Depending on the bookmaker you use, some will simply call any bet with four or more selections an accumulator or acca. Others will stick with calling them a four-fold, five-fold, and so on. Regardless of the name, the thing that stays true with an accumulator bet is that all selections must win otherwise your bet is a losing one.
Betting on Live Tennis
If you’re at the arena watching a game of tennis live and are wondering if you’re able to place a bet live from your phone or take advantage of courtsiding, we’ve got your questions answered.
Can You Bet Online Inside a Tennis Arena/Stadium?
Whether you have tickets to a grand slam final or the early rounds of a more minor tournament, you are perfectly entitled to place bets via your smartphone. Being allowed to do so, and being able to do so, can be two different things, however. At smaller events, where you are sitting or standing among a crowd of a few hundred, you should have few issues whatsoever. Try quickly placing some bets inside a packed Arthur Ashe Stadium, however, and you may not find it so easy.
At large venues, the sheer number of mobile phones in close proximity can have a noticeable and significant impact on the available internet speed. It is a problem that is gradually fading away though as more and more venues are establishing their own public Wi-Fi. Even so, we would normally recommend placing your bets outside the arena first, so that when inside you can simply enjoy watching the action.
Is Courtsiding Possible at Tennis?
Although courtsiding is a practice that can be used across a wide range of sports, as you might have guessed, it is from tennis where the term gets its name. The basic premise of courtsiding is that you place bets on live action just before the bookies have chance to update their odds, or close the market. This is possible because although the bookies get their information very quickly, there is nevertheless always a slight delay. So, if you are able to place a bet quickly enough, you can beat the bookies to the punch and use information they do not yet have against them.
For courtsiding to work, you have to be physically at a match and have a quick internet connection. Attempting to courtside while watching games on TV is never possible because the delay in you receiving the picture is far too great. Not only does it simply take time for the picture to travel across the earth to your screen but the broadcaster may have an additional delay in case they make a major error/something unacceptable appears.
If you are watching a game in the flesh though, then the possibility of courtsiding arises (in theory, anyway). Generally, it is something that occurs more at events that are smaller in stature. In such cases, information is likely to end up with the bookies slower compared to major events, giving you a larger window in which to exploit the delay. At this point you are no doubt thinking to yourself, is doing this actually legal? After all, you are either betting on dead certs or accessing much better odds than ought to be available.
Is Courtsiding Legal?
Although extremely frowned up (especially by the bookies who never like to lose!), courtsiding is not technically illegal in most countries. It can be a bit of a grey area but ultimately people caught courtsiding are not charged with a criminal offence. There have been numerous instances however of people being kicked out of a court/arena though. In this sense, courtsiding is somewhat akin to counting cards at a casino.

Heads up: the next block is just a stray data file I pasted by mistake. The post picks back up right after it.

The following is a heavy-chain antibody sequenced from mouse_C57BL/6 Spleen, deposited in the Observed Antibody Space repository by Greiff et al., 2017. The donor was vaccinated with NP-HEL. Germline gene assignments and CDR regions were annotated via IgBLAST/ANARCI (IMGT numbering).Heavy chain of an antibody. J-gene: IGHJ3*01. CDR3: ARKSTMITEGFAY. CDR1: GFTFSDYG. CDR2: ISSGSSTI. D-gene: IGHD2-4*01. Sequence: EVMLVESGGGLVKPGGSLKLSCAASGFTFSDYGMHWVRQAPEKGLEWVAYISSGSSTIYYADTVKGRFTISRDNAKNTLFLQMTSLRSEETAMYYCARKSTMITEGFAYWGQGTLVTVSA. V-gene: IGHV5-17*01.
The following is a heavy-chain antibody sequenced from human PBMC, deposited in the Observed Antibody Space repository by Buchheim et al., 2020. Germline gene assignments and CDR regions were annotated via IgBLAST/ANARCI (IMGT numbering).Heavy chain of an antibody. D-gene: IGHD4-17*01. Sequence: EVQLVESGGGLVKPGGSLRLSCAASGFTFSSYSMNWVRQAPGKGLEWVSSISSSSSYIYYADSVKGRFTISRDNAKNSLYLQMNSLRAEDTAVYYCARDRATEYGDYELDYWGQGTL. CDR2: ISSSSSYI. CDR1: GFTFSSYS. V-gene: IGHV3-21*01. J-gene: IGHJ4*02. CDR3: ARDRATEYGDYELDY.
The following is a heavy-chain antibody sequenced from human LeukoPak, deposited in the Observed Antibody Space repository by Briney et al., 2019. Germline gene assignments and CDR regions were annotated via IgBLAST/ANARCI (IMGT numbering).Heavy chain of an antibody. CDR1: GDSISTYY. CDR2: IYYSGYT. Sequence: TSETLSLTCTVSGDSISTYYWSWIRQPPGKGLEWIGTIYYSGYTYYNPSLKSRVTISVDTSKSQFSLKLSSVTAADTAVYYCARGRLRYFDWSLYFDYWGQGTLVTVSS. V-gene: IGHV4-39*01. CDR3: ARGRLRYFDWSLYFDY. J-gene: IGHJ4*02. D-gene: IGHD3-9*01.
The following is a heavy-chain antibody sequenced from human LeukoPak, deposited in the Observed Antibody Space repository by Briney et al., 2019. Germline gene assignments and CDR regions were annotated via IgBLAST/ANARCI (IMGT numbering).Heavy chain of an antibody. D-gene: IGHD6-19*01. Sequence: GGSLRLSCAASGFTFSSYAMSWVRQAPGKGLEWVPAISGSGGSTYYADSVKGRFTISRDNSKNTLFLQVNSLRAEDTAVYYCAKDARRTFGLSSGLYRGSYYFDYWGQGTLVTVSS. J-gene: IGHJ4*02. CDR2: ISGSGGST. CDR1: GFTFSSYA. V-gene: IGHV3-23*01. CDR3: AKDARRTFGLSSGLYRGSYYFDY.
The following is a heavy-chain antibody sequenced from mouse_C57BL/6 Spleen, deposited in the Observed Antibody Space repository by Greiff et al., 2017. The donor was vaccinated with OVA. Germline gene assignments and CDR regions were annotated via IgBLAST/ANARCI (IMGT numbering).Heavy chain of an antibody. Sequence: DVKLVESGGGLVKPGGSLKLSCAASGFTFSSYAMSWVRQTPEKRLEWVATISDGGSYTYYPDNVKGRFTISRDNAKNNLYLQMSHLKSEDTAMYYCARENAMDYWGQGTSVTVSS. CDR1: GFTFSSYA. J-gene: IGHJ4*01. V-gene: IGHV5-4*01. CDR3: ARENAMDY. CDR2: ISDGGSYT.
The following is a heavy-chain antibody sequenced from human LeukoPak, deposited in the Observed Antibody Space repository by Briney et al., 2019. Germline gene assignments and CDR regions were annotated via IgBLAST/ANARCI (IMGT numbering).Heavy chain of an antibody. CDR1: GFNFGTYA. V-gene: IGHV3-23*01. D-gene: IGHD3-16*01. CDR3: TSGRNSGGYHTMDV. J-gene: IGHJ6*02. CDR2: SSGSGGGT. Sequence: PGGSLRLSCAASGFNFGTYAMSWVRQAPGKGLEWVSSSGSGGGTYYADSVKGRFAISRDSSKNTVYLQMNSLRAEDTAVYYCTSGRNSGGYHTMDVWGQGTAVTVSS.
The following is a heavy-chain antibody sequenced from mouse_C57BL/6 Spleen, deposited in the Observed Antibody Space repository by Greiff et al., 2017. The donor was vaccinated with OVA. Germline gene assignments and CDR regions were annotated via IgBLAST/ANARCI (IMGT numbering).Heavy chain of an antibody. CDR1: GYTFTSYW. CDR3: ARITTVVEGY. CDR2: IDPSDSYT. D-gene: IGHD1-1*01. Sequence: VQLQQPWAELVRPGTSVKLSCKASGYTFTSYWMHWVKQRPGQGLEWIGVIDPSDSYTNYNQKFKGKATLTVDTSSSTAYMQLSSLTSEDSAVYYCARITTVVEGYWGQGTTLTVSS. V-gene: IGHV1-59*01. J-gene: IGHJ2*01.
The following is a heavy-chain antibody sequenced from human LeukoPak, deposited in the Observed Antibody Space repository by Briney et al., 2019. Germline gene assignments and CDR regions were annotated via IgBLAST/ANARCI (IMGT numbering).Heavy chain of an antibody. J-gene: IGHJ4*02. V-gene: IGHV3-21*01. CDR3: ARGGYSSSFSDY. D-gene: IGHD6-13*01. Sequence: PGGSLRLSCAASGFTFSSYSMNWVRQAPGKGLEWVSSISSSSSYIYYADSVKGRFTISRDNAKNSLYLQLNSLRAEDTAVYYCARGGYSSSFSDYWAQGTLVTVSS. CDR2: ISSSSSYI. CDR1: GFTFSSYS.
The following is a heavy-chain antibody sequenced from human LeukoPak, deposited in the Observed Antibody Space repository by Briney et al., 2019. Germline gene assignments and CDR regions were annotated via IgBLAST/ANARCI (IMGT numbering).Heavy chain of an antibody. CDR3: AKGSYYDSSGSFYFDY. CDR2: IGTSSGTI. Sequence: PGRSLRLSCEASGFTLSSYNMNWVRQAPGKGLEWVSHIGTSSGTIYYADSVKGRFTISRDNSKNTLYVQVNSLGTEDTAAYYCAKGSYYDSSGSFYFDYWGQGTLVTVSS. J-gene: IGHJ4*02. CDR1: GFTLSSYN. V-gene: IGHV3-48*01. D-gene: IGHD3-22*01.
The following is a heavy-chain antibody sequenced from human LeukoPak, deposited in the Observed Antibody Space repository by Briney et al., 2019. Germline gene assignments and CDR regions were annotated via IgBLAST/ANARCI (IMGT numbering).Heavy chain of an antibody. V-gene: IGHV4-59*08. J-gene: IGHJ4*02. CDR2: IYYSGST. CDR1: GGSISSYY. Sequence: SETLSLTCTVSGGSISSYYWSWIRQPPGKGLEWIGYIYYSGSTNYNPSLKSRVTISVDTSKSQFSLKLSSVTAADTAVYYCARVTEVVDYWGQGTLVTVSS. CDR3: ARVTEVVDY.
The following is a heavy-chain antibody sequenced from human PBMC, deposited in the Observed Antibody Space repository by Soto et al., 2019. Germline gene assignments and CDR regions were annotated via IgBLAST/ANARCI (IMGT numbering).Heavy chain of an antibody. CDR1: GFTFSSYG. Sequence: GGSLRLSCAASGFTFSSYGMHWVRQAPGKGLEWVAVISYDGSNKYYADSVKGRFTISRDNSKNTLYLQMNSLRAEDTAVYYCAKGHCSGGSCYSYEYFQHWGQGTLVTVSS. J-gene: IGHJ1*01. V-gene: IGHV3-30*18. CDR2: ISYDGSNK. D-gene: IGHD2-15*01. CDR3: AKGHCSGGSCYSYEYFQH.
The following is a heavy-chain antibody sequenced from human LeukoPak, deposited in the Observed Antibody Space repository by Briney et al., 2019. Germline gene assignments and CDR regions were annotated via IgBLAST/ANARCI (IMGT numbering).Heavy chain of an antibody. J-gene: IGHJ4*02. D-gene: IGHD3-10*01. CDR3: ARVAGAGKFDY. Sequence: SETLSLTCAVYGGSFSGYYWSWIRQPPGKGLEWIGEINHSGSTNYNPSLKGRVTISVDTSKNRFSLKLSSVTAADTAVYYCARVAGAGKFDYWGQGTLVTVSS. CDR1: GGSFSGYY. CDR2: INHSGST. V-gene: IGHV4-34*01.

It’s not something a venue likes and if they spot you doing it, they will definitely kick you out and probably ban you too. The other thing is that a bookmaker will quickly stop accepting bets from you if it is obvious you are courtsiding. In their pages and pages of terms and conditions most will feature a line something like “where we have grounds to believe that a bet is placed after the outcome of an event is known, we have the right to void the bet.” So, while you may be able to win a few quid through courtsiding, your chances of being able to take any meaningful amounts away from the bookies are actually rather slim.
Bookmaker Margins with Tennis
As many bets involving tennis only have two outcomes, it is very easy to work out the bookmaker margin with these bets. This margin is effectively what ensures bookmakers secure a profit in the long run. In the grand scheme of things, their margins are not that big on tennis bets (and across other popular sports) for two reasons. One is the sheer size of their operations. When dealing with lots of bets, a small margin quickly adds up. The other reason is that if a bookie becomes too greedy and starts taking big margins (by offering poor odds) people would soon flock to their competitors in search of more lucrative returns.
For tennis betting, the match result market tends to feature the lowest margins, or in the customer’s case, the best value for money. In a fairly standard, real-life example between two evenly matches players you might find that Player A is available at odds of 1/1 (50% implied probability) and Player B might be trading at 4/5 (55.56% implied probability). In this example, the bookie’s margin is 5.56% as this is the amount above the 100% implied probability.
As you dip into other, less popular markets, you may find the bookmakers build in slightly bigger margins. The above example provided was a real one obtained from a popular bookmaker, a match involving Barbora Krejcikova and Anastasia Pavlyuchenkova. In another market, they were offering odds of 4/6 on over 20.5 games and 11/10 on under 20.5 games. Here the bookmaker margin increased to 7.61%.
The quality of the players involved or the quality of the tournament often makes a difference concerning the margins too. If we take a French Open semi-final between Nadal and Djokovic, they were trading at odds of 2/5 and 2/1 respectively meaning there is a 4.76% margin. However, pick a Nottingham Challenger game involving world number 228 Marius Copil (2/1) and world number 100, Kevin Anderson (7/20) the margin jumps up to 7.41%.
If you are someone that shops around for odds then it does not matter too much what the margins are because you are always getting the best price available. If you are loyal to one brand though, it is something worth looking at if you bet on tennis regularly as these margins can make a significant difference to your balance in the long run.